For over fifty years, Gerard Mercator (1512-1594) was the most highly regarded cartographer in the world. His name is synonymous with the form of map projection still in use today. Although he did not invent this type of projection, he was the first to apply it to navigational charts so the compass bearings could be plotted on charts in straight lines, solving an age-old problem of navigation at sea.
Mercator was born Gerard Kremer in 1512 in Rupelmonde, on the banks of the Schelde river in Flanders and studied in Louvain (both in modern Belgium). Kremer being German for ‘merchant’, caused Gerard to choose the Latin name Mercator to become the merchant peddler, the global citizen, self made, multi-cultural opportunist operating across the boundaries of both Church and State.
In Louvain, he was taught by Gemma Frisius, Dutch writer, astronomer and mathematician, who had a strong influence on his early development. He established himself in Louvain as a cartographer and instrument and globe maker. At the age of twenty-five, he drew and engraved his first map (of the Holy Land) and went on to produce a map of Flanders (1540) supervising the surveying and completing the drafting and engraving himself. The excellence of his work brought him the patronage of Charles V for whom he constructed a globe. He became caught up in the persecution of Lutheran Protestants and charged with heresy, resulting in imprisonment. Fear of further persecution may have influenced his move in 1552 to Duisburg, Germany where he continued the production of maps, globes and instruments.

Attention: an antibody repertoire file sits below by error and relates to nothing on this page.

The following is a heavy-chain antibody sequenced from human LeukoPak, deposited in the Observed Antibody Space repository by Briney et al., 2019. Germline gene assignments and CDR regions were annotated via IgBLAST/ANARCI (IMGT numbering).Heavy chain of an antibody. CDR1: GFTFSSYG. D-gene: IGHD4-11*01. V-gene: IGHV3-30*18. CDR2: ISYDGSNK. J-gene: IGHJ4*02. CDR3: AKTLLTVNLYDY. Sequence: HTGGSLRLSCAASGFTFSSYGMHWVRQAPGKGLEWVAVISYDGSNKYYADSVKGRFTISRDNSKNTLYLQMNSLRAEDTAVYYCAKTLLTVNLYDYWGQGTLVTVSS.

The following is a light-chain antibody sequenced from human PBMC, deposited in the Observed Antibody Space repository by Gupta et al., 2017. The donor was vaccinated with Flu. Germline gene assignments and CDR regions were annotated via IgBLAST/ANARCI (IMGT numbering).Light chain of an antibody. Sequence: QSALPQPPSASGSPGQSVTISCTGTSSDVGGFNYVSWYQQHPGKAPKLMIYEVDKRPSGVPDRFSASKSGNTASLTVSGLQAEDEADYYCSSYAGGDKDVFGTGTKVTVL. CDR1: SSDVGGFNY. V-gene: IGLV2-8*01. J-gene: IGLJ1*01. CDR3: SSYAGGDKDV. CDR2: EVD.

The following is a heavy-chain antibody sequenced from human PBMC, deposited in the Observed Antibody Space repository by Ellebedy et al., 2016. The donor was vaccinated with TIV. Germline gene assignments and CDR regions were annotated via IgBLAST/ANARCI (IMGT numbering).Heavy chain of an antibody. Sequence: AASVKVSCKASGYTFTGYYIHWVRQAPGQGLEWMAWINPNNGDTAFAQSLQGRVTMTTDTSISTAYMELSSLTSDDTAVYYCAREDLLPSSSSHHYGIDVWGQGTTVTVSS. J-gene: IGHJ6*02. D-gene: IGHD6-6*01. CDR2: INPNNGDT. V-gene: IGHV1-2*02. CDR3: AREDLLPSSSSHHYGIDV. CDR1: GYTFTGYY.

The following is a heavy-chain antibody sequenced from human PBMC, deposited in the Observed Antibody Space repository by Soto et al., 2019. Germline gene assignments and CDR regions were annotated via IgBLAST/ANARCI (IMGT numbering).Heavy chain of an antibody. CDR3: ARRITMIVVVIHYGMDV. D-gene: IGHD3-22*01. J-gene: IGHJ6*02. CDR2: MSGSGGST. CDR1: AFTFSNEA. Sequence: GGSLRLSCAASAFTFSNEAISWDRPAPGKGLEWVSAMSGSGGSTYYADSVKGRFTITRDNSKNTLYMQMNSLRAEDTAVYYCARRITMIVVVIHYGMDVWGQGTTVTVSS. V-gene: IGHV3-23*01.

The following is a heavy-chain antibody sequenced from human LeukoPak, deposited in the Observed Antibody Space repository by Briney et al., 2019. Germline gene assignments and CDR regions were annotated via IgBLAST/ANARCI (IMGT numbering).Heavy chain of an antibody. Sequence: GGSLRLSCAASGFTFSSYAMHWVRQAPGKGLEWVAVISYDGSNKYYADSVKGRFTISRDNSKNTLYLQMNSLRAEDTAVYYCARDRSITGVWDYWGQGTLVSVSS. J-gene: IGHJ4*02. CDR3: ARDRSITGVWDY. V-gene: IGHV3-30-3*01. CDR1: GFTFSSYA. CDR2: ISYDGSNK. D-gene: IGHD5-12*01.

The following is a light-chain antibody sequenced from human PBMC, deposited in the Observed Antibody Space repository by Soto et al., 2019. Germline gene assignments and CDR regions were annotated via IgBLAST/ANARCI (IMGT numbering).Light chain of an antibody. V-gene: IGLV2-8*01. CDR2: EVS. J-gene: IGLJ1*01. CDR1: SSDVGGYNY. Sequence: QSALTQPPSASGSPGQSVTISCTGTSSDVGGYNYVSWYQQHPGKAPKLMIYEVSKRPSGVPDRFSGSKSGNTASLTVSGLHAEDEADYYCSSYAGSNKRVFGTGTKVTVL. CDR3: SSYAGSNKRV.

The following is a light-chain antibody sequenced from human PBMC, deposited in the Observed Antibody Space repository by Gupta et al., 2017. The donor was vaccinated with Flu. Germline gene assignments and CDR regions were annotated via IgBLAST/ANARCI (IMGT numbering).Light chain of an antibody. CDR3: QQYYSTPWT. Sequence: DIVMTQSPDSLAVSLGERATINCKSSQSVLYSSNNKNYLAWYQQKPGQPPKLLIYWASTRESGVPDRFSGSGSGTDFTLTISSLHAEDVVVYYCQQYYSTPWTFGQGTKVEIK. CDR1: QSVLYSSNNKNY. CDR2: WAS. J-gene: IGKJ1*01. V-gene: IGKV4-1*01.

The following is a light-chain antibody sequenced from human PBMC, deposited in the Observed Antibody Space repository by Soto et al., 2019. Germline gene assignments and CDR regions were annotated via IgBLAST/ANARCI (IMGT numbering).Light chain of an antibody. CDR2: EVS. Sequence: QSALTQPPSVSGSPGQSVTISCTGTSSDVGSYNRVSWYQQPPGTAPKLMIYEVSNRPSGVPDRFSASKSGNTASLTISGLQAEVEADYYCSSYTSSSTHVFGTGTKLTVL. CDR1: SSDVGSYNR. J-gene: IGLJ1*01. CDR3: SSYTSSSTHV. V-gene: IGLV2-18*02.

In later life he devoted himself to his own edition of the maps in Ptolemy’s Geographia,and to the preparation of his three volume collection of maps, which was called an ‘Atlas’. The first two parts of the Atlas were published in 1585 and 1589 and the third, with the first two making a complete edition, in 1595 the year after Mercator’s death.
Mercator’s son Rumold was responsible for the complete edition in 1595. A second complete edition was produced in 1602. Mercator’s map plates were bought in 1604 by Jodocus Hondius who, with his sons, Jodocus II and Henricus, published enlarged editions, which dominated the map market for a quarter of a century thereafter.